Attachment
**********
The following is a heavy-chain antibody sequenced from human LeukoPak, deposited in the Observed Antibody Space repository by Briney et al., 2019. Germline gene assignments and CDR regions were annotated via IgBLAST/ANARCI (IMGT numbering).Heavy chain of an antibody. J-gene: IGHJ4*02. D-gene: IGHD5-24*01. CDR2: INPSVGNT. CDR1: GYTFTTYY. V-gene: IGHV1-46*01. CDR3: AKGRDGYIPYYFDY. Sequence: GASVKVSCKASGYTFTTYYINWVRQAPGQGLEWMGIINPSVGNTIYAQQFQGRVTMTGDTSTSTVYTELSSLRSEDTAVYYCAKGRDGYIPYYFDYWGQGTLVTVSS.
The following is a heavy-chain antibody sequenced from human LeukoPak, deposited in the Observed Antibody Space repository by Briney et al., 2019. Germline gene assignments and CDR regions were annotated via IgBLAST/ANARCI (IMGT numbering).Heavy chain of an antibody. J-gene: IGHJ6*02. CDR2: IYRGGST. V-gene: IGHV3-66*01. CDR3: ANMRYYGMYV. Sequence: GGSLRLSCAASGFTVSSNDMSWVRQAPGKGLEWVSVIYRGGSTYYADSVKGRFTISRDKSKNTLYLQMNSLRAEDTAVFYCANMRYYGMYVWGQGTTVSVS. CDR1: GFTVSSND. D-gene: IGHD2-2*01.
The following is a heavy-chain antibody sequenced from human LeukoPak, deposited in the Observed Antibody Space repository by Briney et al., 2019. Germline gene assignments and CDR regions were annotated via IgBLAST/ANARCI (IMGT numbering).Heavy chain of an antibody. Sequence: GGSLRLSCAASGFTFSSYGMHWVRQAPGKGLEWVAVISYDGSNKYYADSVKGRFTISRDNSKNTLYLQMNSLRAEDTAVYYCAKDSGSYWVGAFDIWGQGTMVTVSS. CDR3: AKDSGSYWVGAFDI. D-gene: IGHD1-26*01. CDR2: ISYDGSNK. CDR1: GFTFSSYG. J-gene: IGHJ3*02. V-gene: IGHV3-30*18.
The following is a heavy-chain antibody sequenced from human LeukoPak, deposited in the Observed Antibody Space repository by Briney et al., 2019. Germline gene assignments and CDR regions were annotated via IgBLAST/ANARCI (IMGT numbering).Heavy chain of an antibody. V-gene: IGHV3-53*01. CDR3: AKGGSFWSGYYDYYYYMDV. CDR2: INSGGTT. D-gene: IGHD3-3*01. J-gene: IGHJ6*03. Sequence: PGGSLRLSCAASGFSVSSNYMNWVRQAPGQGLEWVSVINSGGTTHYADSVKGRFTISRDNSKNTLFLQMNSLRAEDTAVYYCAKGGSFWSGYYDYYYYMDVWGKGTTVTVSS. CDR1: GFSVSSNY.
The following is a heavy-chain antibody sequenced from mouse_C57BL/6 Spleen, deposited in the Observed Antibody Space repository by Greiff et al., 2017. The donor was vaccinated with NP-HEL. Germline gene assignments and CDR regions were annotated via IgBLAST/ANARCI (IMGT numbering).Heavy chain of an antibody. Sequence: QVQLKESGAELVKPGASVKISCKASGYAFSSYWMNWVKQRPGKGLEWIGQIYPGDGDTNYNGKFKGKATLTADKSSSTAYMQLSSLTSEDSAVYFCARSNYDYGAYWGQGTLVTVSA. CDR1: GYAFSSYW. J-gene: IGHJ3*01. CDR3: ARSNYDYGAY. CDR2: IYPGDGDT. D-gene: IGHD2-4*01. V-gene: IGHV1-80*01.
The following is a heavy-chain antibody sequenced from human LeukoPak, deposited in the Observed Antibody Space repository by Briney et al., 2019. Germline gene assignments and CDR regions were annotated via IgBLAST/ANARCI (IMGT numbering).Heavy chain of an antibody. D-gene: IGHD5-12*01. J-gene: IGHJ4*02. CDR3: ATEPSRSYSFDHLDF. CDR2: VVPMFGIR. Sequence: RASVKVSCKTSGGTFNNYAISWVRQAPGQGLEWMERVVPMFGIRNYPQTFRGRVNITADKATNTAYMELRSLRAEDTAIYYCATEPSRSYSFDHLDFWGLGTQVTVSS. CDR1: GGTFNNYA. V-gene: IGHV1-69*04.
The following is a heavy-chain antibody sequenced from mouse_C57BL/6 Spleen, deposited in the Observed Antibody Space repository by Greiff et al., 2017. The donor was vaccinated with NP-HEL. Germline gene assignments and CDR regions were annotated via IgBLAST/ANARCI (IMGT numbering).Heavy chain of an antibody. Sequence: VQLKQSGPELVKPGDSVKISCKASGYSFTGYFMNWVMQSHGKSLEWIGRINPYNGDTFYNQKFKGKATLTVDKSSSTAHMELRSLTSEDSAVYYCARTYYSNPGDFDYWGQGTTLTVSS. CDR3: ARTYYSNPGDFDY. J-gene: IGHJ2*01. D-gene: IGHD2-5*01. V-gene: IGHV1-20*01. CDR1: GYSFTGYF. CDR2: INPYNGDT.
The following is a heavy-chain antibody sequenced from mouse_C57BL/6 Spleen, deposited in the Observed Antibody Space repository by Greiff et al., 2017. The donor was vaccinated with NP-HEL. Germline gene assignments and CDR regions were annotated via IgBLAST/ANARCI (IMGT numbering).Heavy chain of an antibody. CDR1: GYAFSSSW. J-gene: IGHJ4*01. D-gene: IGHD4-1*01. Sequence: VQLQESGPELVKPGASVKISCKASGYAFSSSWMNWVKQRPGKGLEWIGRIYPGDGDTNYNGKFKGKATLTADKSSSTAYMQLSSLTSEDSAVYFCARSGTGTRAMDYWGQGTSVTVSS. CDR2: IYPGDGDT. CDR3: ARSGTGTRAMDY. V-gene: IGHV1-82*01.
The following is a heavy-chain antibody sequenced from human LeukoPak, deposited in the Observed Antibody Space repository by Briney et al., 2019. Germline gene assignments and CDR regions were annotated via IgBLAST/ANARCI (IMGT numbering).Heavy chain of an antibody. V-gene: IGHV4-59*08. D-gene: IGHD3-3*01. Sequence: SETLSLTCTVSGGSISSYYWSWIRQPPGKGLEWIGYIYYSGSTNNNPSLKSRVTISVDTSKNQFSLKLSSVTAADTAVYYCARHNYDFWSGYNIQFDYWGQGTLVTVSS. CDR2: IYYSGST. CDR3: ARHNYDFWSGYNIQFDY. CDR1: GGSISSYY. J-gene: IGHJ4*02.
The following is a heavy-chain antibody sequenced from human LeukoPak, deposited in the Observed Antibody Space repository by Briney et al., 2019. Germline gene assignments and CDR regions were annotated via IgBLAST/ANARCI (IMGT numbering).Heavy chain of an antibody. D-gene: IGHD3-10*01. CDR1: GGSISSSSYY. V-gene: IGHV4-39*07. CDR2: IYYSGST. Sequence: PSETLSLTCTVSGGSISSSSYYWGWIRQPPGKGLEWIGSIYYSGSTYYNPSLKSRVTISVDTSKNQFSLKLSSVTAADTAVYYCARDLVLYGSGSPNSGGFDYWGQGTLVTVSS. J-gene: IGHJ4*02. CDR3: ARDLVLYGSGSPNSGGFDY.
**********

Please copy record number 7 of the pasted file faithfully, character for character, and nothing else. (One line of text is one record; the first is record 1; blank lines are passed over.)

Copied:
The following is a heavy-chain antibody sequenced from mouse_C57BL/6 Spleen, deposited in the Observed Antibody Space repository by Greiff et al., 2017. The donor was vaccinated with NP-HEL. Germline gene assignments and CDR regions were annotated via IgBLAST/ANARCI (IMGT numbering).Heavy chain of an antibody. Sequence: VQLKQSGPELVKPGDSVKISCKASGYSFTGYFMNWVMQSHGKSLEWIGRINPYNGDTFYNQKFKGKATLTVDKSSSTAHMELRSLTSEDSAVYYCARTYYSNPGDFDYWGQGTTLTVSS. CDR3: ARTYYSNPGDFDY. J-gene: IGHJ2*01. D-gene: IGHD2-5*01. V-gene: IGHV1-20*01. CDR1: GYSFTGYF. CDR2: INPYNGDT.